How health systems are deciding whether to mandate COVID-19 vaccinations

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Amid the COVID-19 vaccine rollout, U.S. hospitals and health systems are considering whether to require their employees to get shots. 

Houston Methodist has already decided to do so. The health system rolled out its mandatory vaccination policy March 31, with April 15 as the deadline for managers to receive at least one dose or get an exemption. More than 99 percent of the management team had complied by the deadline. By June 7, all 26,000 employees are required to have received the vaccine.

What are the considerations for mandates?  

One consideration is employee hesitancy or concern, addressed in a recent Washington Post-Kaiser Family Foundation poll-Kaiser Family Foundation poll

The poll, conducted Feb. 11 to March 7, found that 58 percent of employed healthcare workers said they would support a mandate for employees who work with patients. Forty-two percent said they would oppose such a requirement. 

Among employed healthcare workers who don't plan to or have not decided to get vaccinated, 65 percent said they would leave their job if they were required to get vaccinated.

There are also legal considerations.

The FDA has approved vaccines manufactured by Pfizer-BioNTech, Moderna and Johnson & Johnson for emergency use. However, the federal government has not given the vaccines full approval.

The FDA's emergency use authorizations specify that people must give consent to being vaccinated, Lawrence Gostin, a professor at Georgetown University Law Center in Washington, D.C., with expertise in health law, told The Washington Post in an April 5 article. Therefore, he told the newspaper, mandating a vaccine only authorized for emergency use could raise legal questions.  

The CDC has said the decision by employers about mandates is a matter of state or other applicable law, and if employers require proof from workers that they have been vaccinated, the employer can't require the employee to provide medical information as part of the proof. The CDC said employers may implement religious and medical exemptions. 

And the Equal Employment Opportunity Commission has released guidance on the issue. The commission told Becker's April 22 that for employers requiring vaccination be obtained in the community as an employment condition, the Americans with Disabilities Act may require reasonable accommodation [unless there is significant difficulty or expense for the employer] for those who cannot be vaccinated because of disability. Similarly, according to the commission, Title VII of the Civil Rights Act of 1964 may require reasonable accommodation of employees' religious beliefs or practices related to vaccines, unless the accommodation constitutes undue hardship on the employer's operations under the law.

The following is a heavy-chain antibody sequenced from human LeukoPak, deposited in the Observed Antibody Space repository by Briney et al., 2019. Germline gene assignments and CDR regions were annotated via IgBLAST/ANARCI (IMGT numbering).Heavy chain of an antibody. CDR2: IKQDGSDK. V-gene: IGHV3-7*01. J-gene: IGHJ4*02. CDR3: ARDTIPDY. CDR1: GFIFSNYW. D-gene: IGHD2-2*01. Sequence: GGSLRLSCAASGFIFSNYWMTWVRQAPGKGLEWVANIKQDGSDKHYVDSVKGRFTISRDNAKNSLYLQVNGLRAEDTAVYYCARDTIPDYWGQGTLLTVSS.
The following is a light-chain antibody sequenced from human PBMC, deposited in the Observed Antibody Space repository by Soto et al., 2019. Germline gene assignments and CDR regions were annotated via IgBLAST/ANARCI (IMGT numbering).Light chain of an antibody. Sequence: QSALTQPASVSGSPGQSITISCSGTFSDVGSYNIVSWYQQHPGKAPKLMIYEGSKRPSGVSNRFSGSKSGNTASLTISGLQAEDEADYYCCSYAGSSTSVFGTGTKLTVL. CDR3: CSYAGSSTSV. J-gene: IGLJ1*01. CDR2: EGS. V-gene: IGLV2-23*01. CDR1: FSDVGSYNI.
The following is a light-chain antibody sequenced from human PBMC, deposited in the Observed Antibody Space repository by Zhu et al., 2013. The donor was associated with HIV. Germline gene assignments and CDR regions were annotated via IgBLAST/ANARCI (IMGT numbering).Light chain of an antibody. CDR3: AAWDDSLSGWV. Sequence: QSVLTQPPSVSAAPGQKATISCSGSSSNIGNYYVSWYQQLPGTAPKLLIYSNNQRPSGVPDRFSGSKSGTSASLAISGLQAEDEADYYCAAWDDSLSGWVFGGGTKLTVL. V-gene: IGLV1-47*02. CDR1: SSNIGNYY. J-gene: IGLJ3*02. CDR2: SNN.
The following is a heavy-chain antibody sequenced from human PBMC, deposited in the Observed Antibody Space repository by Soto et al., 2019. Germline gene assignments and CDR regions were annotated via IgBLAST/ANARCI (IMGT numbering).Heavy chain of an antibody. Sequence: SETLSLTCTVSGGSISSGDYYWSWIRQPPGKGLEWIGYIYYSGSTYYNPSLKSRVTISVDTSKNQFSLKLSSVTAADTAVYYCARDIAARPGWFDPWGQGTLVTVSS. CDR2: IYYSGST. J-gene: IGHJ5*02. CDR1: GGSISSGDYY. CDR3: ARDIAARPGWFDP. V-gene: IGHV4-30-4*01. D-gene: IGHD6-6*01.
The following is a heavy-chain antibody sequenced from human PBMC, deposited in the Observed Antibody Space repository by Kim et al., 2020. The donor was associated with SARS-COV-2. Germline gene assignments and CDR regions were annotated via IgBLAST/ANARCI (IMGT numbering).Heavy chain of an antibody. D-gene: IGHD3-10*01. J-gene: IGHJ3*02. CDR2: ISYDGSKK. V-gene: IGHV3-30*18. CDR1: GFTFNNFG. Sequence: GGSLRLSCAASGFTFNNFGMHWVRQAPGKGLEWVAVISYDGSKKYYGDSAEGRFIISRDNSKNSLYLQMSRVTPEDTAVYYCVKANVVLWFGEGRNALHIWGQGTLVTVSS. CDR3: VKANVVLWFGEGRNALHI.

"Whether there are feasible accommodations that do not pose an undue hardship will depend on many facts specific to each workplace and the duties of the individual," a commission spokesperson said. 

The thought processes about mandates 

With these and other considerations in play, the process of deciding whether to mandate vaccination for employees remains fluid. 

A small number of hospitals have made the vaccine mandatory with some exceptions, such as religious exemptions, said Nancy Foster, vice president of quality and patient safety policy at the American Hospital Association. However, she said most association members indicated they will decide about requiring the shot for their own workers based on safety and efficacy data available at the time the vaccines receive full FDA approval. 

"All hospitals and health systems are urging their staff and the general public to take the vaccine when it is their turn as an important step to provide additional protection from the serious consequences of COVID-19, both for themselves and for others, including the patients they care for," said Ms. Foster.   

At Norfolk, Va.-based Sentara healthcare, a 12-hospital system with 28,300 employees, about 66 percent of staff had received at least the first vaccine dose as of April 20. Most are fully vaccinated, and the health system continues to have vaccination clinics for staff.

Right now, the health system has decided not to mandate the vaccine for employees, said Jordan Asher, MD, executive vice president and chief physician executive. He partially attributed the decision to the vaccines not being fully approved by the FDA, although he is a supporter of vaccines.